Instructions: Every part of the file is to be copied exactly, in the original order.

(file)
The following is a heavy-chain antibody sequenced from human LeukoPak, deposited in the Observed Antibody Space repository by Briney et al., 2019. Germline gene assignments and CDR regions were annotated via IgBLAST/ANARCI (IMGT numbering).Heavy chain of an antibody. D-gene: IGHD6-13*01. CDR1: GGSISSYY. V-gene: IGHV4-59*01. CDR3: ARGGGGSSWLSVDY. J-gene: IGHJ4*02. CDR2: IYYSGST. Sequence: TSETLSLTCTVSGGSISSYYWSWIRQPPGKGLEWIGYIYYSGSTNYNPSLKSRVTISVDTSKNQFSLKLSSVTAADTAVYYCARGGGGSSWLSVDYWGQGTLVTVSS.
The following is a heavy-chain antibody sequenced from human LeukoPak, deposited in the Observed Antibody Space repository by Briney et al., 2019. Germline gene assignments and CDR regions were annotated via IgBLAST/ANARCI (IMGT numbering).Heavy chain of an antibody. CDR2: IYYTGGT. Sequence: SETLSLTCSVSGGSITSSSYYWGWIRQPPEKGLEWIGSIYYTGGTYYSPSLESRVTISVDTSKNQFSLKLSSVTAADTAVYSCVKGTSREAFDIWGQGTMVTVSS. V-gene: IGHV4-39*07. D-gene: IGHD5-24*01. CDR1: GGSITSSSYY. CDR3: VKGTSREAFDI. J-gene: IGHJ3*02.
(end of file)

The following is a heavy-chain antibody sequenced from human LeukoPak, deposited in the Observed Antibody Space repository by Briney et al., 2019. Germline gene assignments and CDR regions were annotated via IgBLAST/ANARCI (IMGT numbering).Heavy chain of an antibody. D-gene: IGHD6-13*01. CDR1: GGSISSYY. V-gene: IGHV4-59*01. CDR3: ARGGGGSSWLSVDY. J-gene: IGHJ4*02. CDR2: IYYSGST. Sequence: TSETLSLTCTVSGGSISSYYWSWIRQPPGKGLEWIGYIYYSGSTNYNPSLKSRVTISVDTSKNQFSLKLSSVTAADTAVYYCARGGGGSSWLSVDYWGQGTLVTVSS.
The following is a heavy-chain antibody sequenced from human LeukoPak, deposited in the Observed Antibody Space repository by Briney et al., 2019. Germline gene assignments and CDR regions were annotated via IgBLAST/ANARCI (IMGT numbering).Heavy chain of an antibody. CDR2: IYYTGGT. Sequence: SETLSLTCSVSGGSITSSSYYWGWIRQPPEKGLEWIGSIYYTGGTYYSPSLESRVTISVDTSKNQFSLKLSSVTAADTAVYSCVKGTSREAFDIWGQGTMVTVSS. V-gene: IGHV4-39*07. D-gene: IGHD5-24*01. CDR1: GGSITSSSYY. CDR3: VKGTSREAFDI. J-gene: IGHJ3*02.